- Society Saturday: Nez Perce County Historical Society & The Letters of Phineas H. Howe
- Society Saturday: Howe They Began
- Society Saturday: Howe Came They Here, 1857
- Society Saturday: Howe Came They Here, 1858
- Society Saturday: I Need Your Advice!
- Society Saturday: Phineas Howe writes of Gold and Lincoln
- Society Saturday: The Value of Newspaper Articles
- Society Saturday: The Stylin’ J.M. Howe
Two Fridays past (so not yesterday, but Friday last week) I went in to talk to the two ladies in charge of the museum run by the local historical society I’d joined to tell them I wanted to get my hands dirty. The Howe letters are wonderful, and I am absolutely thrilled to be offered the chance to work with them and write an article from them. But I wanted to do more, to work, to really get in there and do whatever’s needed, whether it’s dusting or scraping gum off of something…you get the idea.
In the end they took me downstairs, showed me around the archives and the various storage rooms and set me to the task I’d end up doing when I returned the next Saturday morning: deframing photos. There’s a large collection of railroad artifacts and photos/posters/prints in home-made frames, the latter of which needed to be removed so they could be scanned and preservation work could be performed. Armed with a hammer, I spent two hours in the basement on Saturday morning deframing those photos and wrapping them in acid-free archival quality tissue paper for later review.
Though they would’ve let me look at it regardless, I felt I’d earned the request I made in return for those two hours of work – a chance to look at the scrapbook kept of every newspaper clipping involving J. Howard Howe, the grandson of Phineas Howe. I’m assuming it was kept by his wife, Kormah Lynne (Mayo) Howe, since it included things from her family and their wedding, as well. I was allowed to photograph interesting articles for later perusal and further research, and I took quite a few that I’m still sorting through. I thought, instead of giving you excerpts from a letter today, I’d go with one of these articles instead and analyze it a bit as an example of how to approach newspaper articles, since I’m working with them so much lately.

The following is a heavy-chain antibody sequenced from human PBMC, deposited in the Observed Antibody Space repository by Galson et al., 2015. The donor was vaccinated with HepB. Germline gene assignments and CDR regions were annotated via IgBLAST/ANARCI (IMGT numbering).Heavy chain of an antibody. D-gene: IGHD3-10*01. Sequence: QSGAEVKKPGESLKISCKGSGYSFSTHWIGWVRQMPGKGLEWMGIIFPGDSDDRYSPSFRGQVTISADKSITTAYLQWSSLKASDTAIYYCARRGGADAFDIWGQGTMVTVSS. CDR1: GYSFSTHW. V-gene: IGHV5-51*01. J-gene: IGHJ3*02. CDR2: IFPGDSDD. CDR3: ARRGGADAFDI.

Looking at these old newspaper clippings, it’s really easy to see how rich newspaper research is, if you dig into it. Articles can range from the serious to the odd and humorous, but even in those, you can find nuggets that speak volumes about things that might help in your research. See if you can pick them out in the following article from J Howard Howe’s scrapbook – what items jump out at you as something that a genealogist can build on?
There’s a number of useful items, really. One, the color and details aren’t something you’ll ever get from a census. Though we might roll our eyes at what was considered ‘news’ at times, we should thank our lucky stars for details that will never make it on a vital record. But beyond that, if I were trying to get back another generation on this family, this would be an amazing find. It not only tells me where the man originated from, but approximately when he left. I also have another name to research that might be a neighbor or a friend, and the information that there was excavation being done on a homestead indicates land records to look into. Amazing what you can get in one little gem.
Transcription: During his boyhood days at Saccarappa, Maine, J. Howard Howe owned a terrier named Ponte, but the dog was left behind when Mr. Howe pulled stakes in the Pine Tree state 50 years ago and came to Lewiston to make his home. Ponte was a forgotten companion until yesterday when Mr. Howe’s memories of his pet were revived by a parcel post package. It contained Ponte’s silvered buckle collar, and on the name plate was engraved: “J. H. Howe, Saccarappa, Maine, ‘Ponte’.” The collar was unearthed during excavation for foundation near the old Howe homesite. The collar was sent Mr. howe by G.H. Knowlton, Westbrook, Maine. “I suppose it is a dog collar,” wrote Mr. Knowlton, “but it might have been a leg bracelet for some of your old girls.” 2/20/35
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